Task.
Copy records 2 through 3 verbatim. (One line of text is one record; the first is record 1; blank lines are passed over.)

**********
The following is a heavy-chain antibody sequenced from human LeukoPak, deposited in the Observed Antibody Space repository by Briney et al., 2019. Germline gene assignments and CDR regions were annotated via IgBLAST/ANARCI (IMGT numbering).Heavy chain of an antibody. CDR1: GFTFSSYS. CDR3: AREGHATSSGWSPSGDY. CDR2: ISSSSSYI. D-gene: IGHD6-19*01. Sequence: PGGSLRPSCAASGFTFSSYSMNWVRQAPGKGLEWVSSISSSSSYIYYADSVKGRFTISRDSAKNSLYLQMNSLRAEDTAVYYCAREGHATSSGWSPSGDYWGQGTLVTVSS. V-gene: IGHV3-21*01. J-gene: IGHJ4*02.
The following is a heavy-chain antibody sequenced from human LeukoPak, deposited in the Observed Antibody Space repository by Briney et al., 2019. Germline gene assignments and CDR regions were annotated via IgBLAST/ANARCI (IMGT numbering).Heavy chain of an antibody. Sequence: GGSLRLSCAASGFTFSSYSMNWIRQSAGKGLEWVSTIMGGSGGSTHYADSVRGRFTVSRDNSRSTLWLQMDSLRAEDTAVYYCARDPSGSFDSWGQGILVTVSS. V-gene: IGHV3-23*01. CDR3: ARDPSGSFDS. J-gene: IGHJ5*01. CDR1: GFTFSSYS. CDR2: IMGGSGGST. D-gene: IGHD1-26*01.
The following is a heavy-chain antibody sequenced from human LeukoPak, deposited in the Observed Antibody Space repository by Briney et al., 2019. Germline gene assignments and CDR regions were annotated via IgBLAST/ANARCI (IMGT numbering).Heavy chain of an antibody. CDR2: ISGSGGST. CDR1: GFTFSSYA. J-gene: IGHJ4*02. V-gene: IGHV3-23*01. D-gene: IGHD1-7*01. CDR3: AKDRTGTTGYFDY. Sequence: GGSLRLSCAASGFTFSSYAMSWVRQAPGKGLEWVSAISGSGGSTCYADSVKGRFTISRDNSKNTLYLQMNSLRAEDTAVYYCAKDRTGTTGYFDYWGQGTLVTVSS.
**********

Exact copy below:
The following is a heavy-chain antibody sequenced from human LeukoPak, deposited in the Observed Antibody Space repository by Briney et al., 2019. Germline gene assignments and CDR regions were annotated via IgBLAST/ANARCI (IMGT numbering).Heavy chain of an antibody. Sequence: GGSLRLSCAASGFTFSSYSMNWIRQSAGKGLEWVSTIMGGSGGSTHYADSVRGRFTVSRDNSRSTLWLQMDSLRAEDTAVYYCARDPSGSFDSWGQGILVTVSS. V-gene: IGHV3-23*01. CDR3: ARDPSGSFDS. J-gene: IGHJ5*01. CDR1: GFTFSSYS. CDR2: IMGGSGGST. D-gene: IGHD1-26*01.
The following is a heavy-chain antibody sequenced from human LeukoPak, deposited in the Observed Antibody Space repository by Briney et al., 2019. Germline gene assignments and CDR regions were annotated via IgBLAST/ANARCI (IMGT numbering).Heavy chain of an antibody. CDR2: ISGSGGST. CDR1: GFTFSSYA. J-gene: IGHJ4*02. V-gene: IGHV3-23*01. D-gene: IGHD1-7*01. CDR3: AKDRTGTTGYFDY. Sequence: GGSLRLSCAASGFTFSSYAMSWVRQAPGKGLEWVSAISGSGGSTCYADSVKGRFTISRDNSKNTLYLQMNSLRAEDTAVYYCAKDRTGTTGYFDYWGQGTLVTVSS.